Lecturer promotes exercise for all ages
Peter Herbert is a fitness advisor well accustomed to working with the best of the best. And, today, at Trinity University College, Carmarthen, he finds himself surrounded by state-of-the-art equipment which can rival fitness centres at sporting temples throughout the UK.
“We really do have some of the most sophisticated testing equipment for athletes in the UK,” beamed Peter, an ever-youthful sixty-something who has been involved in the business of fitness for more than 40 years. He is director of the Human Performance Laboratory and a lecturer in exercise physiology at Trinity. His credentials firmly establish him as one of the leading lights in the field of sports fitness sciences. For example, Peter was fitness adviser to Llanelli RFC (1985 – 2000) and the Wales Rugby Team between 1992 – 1994 and 2000 – 2002. During these periods, the Scarlets of Llanelli won numerous national league and cup finals, reaching the European Cup semi-finals twice and beating Australia, the then World Champions, in 1993.
Peter has worked with the armed services, including members of the elite forces and he has trained boxers who have won World and Commonwealth medals. He also practices what he preaches and for many years he was one of the top world-ranked sportsmen competing at Concept 2 indoor rowing.
He is a man with a message – that exercise matters for everyone, no matter how old.
On Monday (December 7), he was giving that message to members of Carmarthen Rotary Club, who visited Trinity to view the work of Peter’s human performance laboratory. “My theme for the Rotarians was ageing and exercise and I think it is always important to stress the health benefits of exercise as you move through the different stages of life. The Rotarians were given a view of some of the sophisticated testing equipment in the ‘lab’. “The sort of kit we have here at Trinity matches that used by the British Olympic Federation to monitor their elite competitors,” Peter said. “It allows us to monitor performance in real time. You can see heart-rates, changes in lung capacity, carbon dioxide levels. It really is a breath-by-breath analysis. We have had some of the current Scarlets rugby squad put through their paces here, as well as other experienced local athletes. The equipment is obviously of great value to the students of the sports department here at Trinity. But we are also able to meet requests from other people to use the facilities. There is a charge, but we do try to accommodate people who are interested in getting a top-of-the-range statistical analysis of their fitness.”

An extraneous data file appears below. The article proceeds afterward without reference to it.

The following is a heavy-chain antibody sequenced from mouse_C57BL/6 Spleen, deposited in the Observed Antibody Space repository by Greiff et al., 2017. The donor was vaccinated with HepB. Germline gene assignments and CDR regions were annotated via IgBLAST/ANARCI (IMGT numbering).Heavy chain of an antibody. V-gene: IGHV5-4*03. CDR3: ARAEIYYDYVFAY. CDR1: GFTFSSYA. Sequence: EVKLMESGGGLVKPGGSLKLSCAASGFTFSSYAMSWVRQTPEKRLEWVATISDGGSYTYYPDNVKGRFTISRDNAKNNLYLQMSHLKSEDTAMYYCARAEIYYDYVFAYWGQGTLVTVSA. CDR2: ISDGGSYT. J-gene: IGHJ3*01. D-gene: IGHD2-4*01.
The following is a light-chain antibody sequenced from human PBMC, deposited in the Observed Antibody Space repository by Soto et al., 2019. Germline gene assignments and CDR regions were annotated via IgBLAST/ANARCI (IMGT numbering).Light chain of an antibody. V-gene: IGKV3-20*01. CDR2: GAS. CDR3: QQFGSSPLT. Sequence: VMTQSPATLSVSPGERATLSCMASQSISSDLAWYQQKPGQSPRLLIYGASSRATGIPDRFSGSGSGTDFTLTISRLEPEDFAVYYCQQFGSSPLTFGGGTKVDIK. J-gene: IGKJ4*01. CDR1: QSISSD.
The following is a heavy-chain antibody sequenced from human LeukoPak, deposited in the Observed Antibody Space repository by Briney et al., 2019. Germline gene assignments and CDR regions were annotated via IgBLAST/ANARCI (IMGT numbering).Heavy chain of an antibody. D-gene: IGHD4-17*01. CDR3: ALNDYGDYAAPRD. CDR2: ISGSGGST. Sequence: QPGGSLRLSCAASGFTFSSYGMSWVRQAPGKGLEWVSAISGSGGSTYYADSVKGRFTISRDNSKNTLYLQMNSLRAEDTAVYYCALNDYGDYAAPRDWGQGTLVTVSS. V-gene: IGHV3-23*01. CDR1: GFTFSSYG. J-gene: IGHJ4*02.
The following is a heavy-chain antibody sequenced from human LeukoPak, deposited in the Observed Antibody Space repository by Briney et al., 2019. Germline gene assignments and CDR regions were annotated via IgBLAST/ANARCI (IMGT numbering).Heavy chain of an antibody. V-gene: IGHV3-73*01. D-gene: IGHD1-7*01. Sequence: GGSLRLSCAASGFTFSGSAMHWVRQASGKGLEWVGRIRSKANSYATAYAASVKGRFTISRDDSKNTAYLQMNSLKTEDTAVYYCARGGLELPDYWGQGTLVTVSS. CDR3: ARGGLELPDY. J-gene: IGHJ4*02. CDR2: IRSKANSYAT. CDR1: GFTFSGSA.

Peter’s work in spreading the gospel about the Trinity ‘lab’ goes way beyond talks to local service clubs like Rotary. “It is crucially important for us to involve A level students with an interest in physical education,” he said. “Nowadays, the study of physical education has developed in quite a theoretical way. “But, when we get A level students here, we can show them the reality of how things work. “For example there is a V02 Max formula which applies to someone’s aerobic capacity. Here, A level students can see that formula being applied in real-time. “The students can also collect statistical data which they can then analyse later back in the classroom. We have had students from about nine different schools here already, including some from Pembrokeshire. And the feedback we have received from the students has been tremendous. This is, of course, a wonderful facility and a huge benefit to Trinity, but it is also great to see it helping the wider community, not just the university.”
Peter said the work at the ‘lab’ was also important in providing teachers of physical education with a refresher on their work. “We have had most of the physical education instructors from Pembrokeshire here and I know word is spreading very fast among the teaching community in south-west Wales.
Anyone interested in the work of the human performance laboratory at Trinity, can contact Peter on 01267 676767.
School of Sport, Health and Outdoor Education
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